The Hilliard Division of Police's active presence on social media now hits a little closer to home for many residents.

The Hilliard Division of Police's active presence on social media now hits a little closer to home for many residents.

The police division this week sent invitations to residents registered on Nextdoor, a private social network that requires users to verify their addresses to join a particular neighborhood group.

"We've always been forward thinking with our social media and strive to stay current," Officer Hyda Slone said Dec. 19, the same day she posted an introduction from Chief Bobby Fisher announcing the division's presence on Nextdoor.

"We are excited to let you know the Hilliard Division of Police is joining Nextdoor," Fisher wrote in the division's initial post. "Our agency understands firsthand how important it is to share information and updates that have direct impact on your neighborhood."

Slone said she would follow up with posts about how Nextdoor members could communicate with the police division through private messages.

"We want to reach our community in ways that are best for our citizens," Slone said.

Nextdoor "is a little more personal way" to reach residences because the social network is established for specific subdivisions and neighborhoods, she said.

Available as a mobile app or a computer application, Nextdoor is designed for residents to network with neighbors in a specific geographic group. Members also can send private messages to each other and see posts from residents in nearby neighborhoods.

Nextdoor often is used for finding a qualified baby sitter or house painter, locating the owner of a lost dog, organizing a block watch or reporting suspicious activity. Hilliard police want to facilitate the latter two.

"I'll be posting (this week) how residents can report to us about any issues or concerns they might have," Slone said.

Deputy Chief Eric Grile said division personnel look forward to using Nextdoor.

"Any time we have a tool that we can use to engage the public, we are 100 percent behind it," he said.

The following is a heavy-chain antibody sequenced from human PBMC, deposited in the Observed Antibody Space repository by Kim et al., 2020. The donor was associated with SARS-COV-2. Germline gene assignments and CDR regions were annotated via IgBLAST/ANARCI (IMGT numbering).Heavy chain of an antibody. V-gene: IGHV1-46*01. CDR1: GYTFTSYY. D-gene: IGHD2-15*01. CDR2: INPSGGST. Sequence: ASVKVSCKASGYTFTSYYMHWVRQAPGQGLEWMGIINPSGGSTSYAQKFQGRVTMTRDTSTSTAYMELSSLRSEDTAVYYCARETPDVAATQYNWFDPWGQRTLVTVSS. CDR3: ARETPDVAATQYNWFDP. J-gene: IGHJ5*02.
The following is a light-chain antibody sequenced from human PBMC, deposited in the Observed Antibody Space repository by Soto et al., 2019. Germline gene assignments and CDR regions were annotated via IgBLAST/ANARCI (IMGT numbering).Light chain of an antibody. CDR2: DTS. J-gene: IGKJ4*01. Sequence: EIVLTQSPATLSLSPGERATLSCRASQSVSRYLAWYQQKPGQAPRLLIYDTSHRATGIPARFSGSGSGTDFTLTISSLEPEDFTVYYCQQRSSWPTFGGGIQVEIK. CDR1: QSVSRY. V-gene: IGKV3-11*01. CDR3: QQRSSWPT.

Hilliard police already employ Facebook and Twitter. Nextdoor, Slone said, is just one more tool to communicate with residents and receive tips that sometimes lead to arrests.

"I think it's great Hilliard police are on (Nextdoor). It gives us another way to help out our police," said Gary Black, a Nextdoor user who lives on Dexter Avenue.

According to Kelsey Grady, head of communications for Nextdoor, the Hilliard Division of Police joins more than 1,900 public agencies in the United States using the application to build stronger relationships with residents.

Grady said Nextdoor differs from other social-media tools because it is private and is accessed only by members who have verified their residences.

"Nextdoor (provides) the ability to send targeted, hyper-local (information) to residents in specific neighborhoods," Grady said.

Headquartered in San Francisco, Nextdoor was launched nationwide in October 2011.

The company does not disclose membership numbers but reported 48 neighborhood groups have been launched in Hilliard. That figure represents 87 percent of the city.

The city of Hilliard also plans to join Nextdoor.

Doug Francis, Hilliard's information-technology and communications director, said the city administration would establish its Nextdoor account in January.

kcorvo@thisweeknews.com

@ThisWeekCorvo